states (except The Bahamas and<br />

Montserrat)<br />

• Free trade in all products among Caricom<br />

member states<br />

• Framework <strong>for</strong> the regional harmonisation<br />

of issues such as government procurement<br />

and e-commerce<br />

• Free trade in a wide range of goods and<br />

elimination of non-tariff barriers<br />

• Duty-free access <strong>for</strong> a selected list of<br />

agricultural products on a seasonal basis<br />

• Duty-free access <strong>for</strong> electrical products<br />

produced in free trade zones<br />

• Mechanism <strong>for</strong> settlement of disputes<br />

• Joint Council framework to facilitate<br />

expansion of the agreement and address<br />

trade issues<br />

• Free trade in a wide range of goods<br />

• Future negotiation of access <strong>for</strong> service<br />

providers in various sectors such as<br />

tourism, financial and professional services<br />

• Joint Council framework to facilitate<br />

expansion of the agreement and address<br />

trade issues<br />

• Duty-free access <strong>for</strong> a selected list of<br />

agricultural products on a seasonal basis

www.chamber.org.tt/contact-magazine 31<br />

Country/<br />

country<br />

grouping<br />

Market<br />

size<br />

(2017,<br />

millions)<br />

Name of trade agreement/date of<br />

signature<br />

Cuba 11.5 Caricom-Cuba Agreement on Trade<br />

and Economic Cooperation<br />

Signed: July 5, 2000<br />

European<br />

Union<br />

508 Cari<strong>for</strong>um-European Union<br />

Economic Partnership Agreement<br />

Signed: October 15, 2008<br />

Type of<br />

agreement<br />

Partial scope<br />

agreement<br />

Two-way<br />

arrangement<br />

Free trade<br />

agreement<br />

Two-way<br />

arrangement<br />

Main provisions<br />

The agreement contains articles related to:<br />

market access, rules of origin, technical<br />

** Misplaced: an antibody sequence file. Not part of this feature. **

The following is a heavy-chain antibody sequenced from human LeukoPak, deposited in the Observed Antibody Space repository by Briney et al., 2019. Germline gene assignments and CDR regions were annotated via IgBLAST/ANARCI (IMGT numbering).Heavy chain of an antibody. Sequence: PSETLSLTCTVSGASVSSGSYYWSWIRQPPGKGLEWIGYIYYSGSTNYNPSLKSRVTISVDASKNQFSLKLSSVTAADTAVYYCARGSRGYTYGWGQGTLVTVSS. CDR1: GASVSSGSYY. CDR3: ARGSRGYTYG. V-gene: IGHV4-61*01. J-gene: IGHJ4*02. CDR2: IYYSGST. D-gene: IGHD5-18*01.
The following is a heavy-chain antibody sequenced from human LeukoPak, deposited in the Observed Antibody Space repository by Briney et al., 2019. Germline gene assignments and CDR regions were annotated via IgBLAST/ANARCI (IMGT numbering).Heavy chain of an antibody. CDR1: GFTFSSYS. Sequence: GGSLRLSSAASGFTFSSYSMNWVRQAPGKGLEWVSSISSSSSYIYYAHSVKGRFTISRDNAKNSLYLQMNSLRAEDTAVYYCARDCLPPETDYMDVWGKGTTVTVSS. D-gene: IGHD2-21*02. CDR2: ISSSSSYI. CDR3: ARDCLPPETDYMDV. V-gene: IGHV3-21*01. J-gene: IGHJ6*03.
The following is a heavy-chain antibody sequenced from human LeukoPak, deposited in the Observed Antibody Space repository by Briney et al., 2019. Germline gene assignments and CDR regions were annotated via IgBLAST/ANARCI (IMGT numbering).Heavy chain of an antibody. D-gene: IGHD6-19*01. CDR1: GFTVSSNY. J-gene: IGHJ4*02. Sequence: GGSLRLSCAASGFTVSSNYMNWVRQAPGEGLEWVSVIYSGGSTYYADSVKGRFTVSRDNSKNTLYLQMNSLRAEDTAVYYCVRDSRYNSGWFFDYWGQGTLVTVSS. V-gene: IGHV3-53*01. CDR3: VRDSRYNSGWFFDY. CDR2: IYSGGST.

standards, safeguards, unfair trade practices, and<br />

anti-competitive business practices<br />

The agreement contains articles related to: trade<br />

in goods – market access, rules of origin, product<br />

specific rules of origin, customs duties, antidumping<br />

and countervailing measures,<br />

safeguards, and technical barriers to trade<br />

Opportunities available<br />

• Duty-free access on a selected list of<br />

products<br />

• Access to market support through the<br />

Trade Facilitation Office in Cuba<br />

• The most comprehensive trade agreement<br />

signed by T&T; offers preferential access to<br />

a list of products<br />

• Af<strong>for</strong>ds development assistance to fund<br />

key projects within the region under the<br />

European Development Fund<br />

Trinidad and Tobago Chamber<br />

of Industry and Commerce<br />

Venezuela 31.9 Caricom-Venezuela Agreement on<br />

Trade, Economic and Technical<br />

Cooperation<br />

Signed: October 13, 1992<br />

Colombia 49.1 Agreement on Trade, Economic<br />

and Technical Cooperation<br />

between Caricom and the<br />

Government of the Republic of<br />

Colombia<br />

Signed: July 24, 1994<br />

Panama 4.1 Trinidad and Tobago-Panama<br />

Partial Scope Trade Agreement<br />

Signed: October 3, 2013<br />

Partial scope<br />

agreement<br />

One-way<br />

arrangement<br />

in favour of<br />

Caricom<br />

Partial scope<br />

agreement<br />

Two-way<br />

arrangement<br />

Partial scope<br />

agreement<br />

Two-way<br />

arrangement<br />

The agreement contains articles related to:<br />

market access, rules of origin, safeguards, and<br />

unfair trade practices<br />

The agreement and its protocols contain articles<br />

related to: market access, treatment of used<br />

goods, rules of origin, technical standards,<br />

safeguards, and unfair trade practices<br />

The agreement contains articles related to:<br />

market access, rules of origin, safeguards, antidumping<br />

and countervailing measures, sanitary<br />

and phytosanitary standards, technical barriers<br />

to trade, and trade facilitation<br />

• Elimination of tariffs on a selected list of<br />

Caricom products<br />

• Provides mechanism <strong>for</strong> settlement of<br />

disputes<br />

• Joint Council framework to facilitate<br />

expansion of the agreement and address<br />

trade issues<br />

• Duty-free access <strong>for</strong> a selected list of<br />

products; opportunity <strong>for</strong> future<br />

liberalisation of trade in services<br />

• Future negotiation of a bilateral<br />

investment treaty<br />

• Promotes technical cooperation in a<br />

number of areas such as human resource<br />

development, science and technology, and<br />

tourism, through exchanges among<br />

universities<br />

• Joint Council framework to facilitate<br />

expansion of the agreement and address<br />

trade issues<br />

• Duty-free access <strong>for</strong> a selected list of<br />

products<br />

• Development of a technical cooperation<br />

work programme to improve trade<br />

facilitation between the two countries<br />

• Future negotiation of a bilateral<br />

investment treaty within one year<br />

• Future liberalisation of trade in services in<br />

sectors such as ICT, financial services,<br />

education and transport services, within<br />